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Archive for April, 2012

Titanic Fact #18: Captain Rostron

Titanic Fact #18: Captain Rostron

When Carpathia, the first ship to reach the disaster site, started loading survivors onto the ship, Captain Arthur Rostron made a decision that no wireless transmissions would be send to land containing names of the survivors or victims. Rostron figured that in a disaster situation it would be too easy to start more of a panic or get someone’s name wrong. Rostron wanted to preserve as much dignity and respect as possible. Rostron even denied a wireless message from President Taft who was enquiring about a friend on the Titanic. Taft would later present Rostron with a medal for his heroic work in a disaster.

Stop by the Fairmount Branch Library tonight at 6:30 p.m. for The Titanic: 100 Years Later.

April 12, 20120 comments
Titanic Fact #17: Distress Signal

Titanic Fact #17: Distress Signal

Titanic's radio operators, Jack Phillips and Harold Bride

Much ado is made about how others ships in the area couldn’t hear Titanic’s distress signal or the only people on those ships who could understand Morse code were asleep (see Titanic Fact # 10.) However, due to very clear weather, an amateur radio enthusiast at the top of a tall building in New York City was able to hear the calls. Unfortunately, there was absolutely nothing he could do to get help to the Titanic in time.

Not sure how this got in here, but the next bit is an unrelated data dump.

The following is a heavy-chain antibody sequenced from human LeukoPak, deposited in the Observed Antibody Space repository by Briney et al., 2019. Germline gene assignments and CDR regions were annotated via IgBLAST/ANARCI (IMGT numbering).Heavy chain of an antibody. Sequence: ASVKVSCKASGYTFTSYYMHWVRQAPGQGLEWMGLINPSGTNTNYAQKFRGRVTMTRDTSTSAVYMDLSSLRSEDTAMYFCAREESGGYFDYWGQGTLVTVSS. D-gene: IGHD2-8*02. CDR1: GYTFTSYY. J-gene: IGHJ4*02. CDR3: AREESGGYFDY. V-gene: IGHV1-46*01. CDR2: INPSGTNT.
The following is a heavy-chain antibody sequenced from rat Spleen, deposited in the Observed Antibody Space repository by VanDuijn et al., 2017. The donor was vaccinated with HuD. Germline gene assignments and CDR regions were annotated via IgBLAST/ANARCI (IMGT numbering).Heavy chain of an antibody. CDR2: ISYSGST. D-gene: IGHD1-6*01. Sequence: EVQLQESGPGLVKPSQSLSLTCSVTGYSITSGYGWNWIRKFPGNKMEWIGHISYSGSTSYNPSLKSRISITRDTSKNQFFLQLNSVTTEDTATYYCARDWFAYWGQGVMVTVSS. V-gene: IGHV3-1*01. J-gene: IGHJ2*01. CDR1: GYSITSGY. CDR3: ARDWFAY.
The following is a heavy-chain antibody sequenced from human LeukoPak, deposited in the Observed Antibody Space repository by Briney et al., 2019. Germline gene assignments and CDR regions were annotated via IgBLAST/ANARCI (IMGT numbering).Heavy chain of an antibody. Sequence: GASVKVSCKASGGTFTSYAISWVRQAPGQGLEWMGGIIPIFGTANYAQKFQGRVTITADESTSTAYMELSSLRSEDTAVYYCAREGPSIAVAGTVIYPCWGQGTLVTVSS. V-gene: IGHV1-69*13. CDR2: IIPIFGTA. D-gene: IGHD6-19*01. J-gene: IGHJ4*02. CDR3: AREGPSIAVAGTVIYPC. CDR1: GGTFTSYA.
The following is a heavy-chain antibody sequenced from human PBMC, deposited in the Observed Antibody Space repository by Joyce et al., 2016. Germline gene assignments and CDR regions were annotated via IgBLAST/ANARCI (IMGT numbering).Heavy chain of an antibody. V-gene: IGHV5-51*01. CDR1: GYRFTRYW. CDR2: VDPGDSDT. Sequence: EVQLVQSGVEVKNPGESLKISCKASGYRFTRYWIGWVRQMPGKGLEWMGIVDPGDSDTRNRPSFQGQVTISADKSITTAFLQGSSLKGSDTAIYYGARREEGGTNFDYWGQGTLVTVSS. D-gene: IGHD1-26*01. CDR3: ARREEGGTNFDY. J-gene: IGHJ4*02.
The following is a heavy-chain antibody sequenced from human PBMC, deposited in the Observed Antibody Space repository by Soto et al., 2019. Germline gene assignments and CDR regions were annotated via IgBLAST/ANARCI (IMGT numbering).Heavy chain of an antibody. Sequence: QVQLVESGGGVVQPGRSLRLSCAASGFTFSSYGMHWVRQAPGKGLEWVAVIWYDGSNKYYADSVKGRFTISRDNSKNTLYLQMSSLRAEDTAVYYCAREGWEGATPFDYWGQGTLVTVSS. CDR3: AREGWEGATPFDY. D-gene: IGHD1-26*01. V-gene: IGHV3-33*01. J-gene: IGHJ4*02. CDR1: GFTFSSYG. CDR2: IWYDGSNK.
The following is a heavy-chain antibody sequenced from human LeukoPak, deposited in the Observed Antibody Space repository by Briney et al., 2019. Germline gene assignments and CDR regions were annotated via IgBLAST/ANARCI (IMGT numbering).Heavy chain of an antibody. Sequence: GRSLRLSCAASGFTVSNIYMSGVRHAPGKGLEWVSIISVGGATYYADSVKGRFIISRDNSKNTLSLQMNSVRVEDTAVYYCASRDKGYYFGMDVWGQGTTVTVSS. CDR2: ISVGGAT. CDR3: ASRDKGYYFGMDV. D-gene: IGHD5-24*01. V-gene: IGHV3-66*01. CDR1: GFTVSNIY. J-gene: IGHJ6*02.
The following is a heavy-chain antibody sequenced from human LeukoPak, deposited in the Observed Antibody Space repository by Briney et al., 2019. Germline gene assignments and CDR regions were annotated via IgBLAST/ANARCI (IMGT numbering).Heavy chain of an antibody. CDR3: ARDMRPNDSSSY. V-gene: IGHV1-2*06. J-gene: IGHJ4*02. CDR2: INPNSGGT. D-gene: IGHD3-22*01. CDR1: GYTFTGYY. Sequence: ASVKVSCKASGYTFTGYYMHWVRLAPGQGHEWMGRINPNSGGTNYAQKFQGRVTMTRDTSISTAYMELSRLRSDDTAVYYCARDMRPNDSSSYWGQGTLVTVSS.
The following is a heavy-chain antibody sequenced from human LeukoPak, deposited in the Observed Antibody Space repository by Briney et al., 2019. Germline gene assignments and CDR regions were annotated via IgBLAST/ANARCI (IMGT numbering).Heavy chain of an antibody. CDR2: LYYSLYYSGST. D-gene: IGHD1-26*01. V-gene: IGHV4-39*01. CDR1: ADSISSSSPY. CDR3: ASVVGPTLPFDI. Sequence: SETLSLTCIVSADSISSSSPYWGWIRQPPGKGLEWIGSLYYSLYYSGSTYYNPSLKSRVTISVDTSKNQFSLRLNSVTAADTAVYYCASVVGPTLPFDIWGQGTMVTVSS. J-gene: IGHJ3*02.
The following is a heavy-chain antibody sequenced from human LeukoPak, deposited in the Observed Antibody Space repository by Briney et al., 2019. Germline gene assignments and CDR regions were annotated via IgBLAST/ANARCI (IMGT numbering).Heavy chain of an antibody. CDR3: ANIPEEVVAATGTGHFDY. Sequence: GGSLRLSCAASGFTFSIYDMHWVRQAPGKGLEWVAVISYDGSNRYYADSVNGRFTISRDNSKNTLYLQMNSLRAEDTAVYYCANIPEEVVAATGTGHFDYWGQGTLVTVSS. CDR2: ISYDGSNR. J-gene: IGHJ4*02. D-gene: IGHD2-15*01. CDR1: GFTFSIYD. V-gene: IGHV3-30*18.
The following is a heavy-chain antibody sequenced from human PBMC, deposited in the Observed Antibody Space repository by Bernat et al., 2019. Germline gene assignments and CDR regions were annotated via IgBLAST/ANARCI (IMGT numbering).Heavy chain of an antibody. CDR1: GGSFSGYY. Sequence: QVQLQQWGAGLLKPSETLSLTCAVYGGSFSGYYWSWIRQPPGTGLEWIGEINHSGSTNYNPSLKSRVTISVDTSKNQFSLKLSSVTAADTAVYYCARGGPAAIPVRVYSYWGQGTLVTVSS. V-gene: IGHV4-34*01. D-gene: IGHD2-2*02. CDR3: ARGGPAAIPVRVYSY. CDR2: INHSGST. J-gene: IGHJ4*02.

Stop back tommorrow for the final Titanic Fact and mark your calendar for Titanic: 100 Years Later at the Fairmount Branch on April 12 at 6:30 p.m

April 11, 20120 comments
Titanic Fact #16: Has anyone seen a pair of binoculars?

Titanic Fact #16: Has anyone seen a pair of binoculars?

The lookouts in the crow’s nest who were responsible for spotting ice were at a disadvantage. No one had been able to find the binoculars since the ship left Southampton.

Stop back tommorrow for more interesting Titanic Facts and mark your calendar for Titanic: 100 Years Later at the Fairmount Branch on April 12 at 6:30 p.m.

April 10, 20121 comment
Titanic Fact #15: Message in a bottle

Titanic Fact #15: Message in a bottle

An Irish 19 year-old man boarded the Titanic with a small bottle of holy water given to him by his mother. As the ship was going down he wrote a farewell message to the world and signed it with his name and hometown. The bottle went down with the young man. Almost a year after the sinking, the bottle washed ashore. In Ireland. Very close to his family home.

Now I can’t get this song out of my head:

Stop back tommorrow for more interesting Titanic Facts and mark your calendar for Titanic: 100 Years Later at the Fairmount Branch on April 12 at 6:30 p.m.

April 9, 20120 comments
Titanic Fact #14: Grease it up

Titanic Fact #14: Grease it up

Titanic under construction

Just the hull of the Titanic weighed so much when it was being built that it took 22 tons of tallow, soap, and train oil to grease it up enough to get it out of dry dock.

Stop back tommorrow for more interesting Titanic Facts and mark your calendar for Titanic: 100 Years Later at the Fairmount Branch on April 12 at 6:30 p.m.

April 8, 20120 comments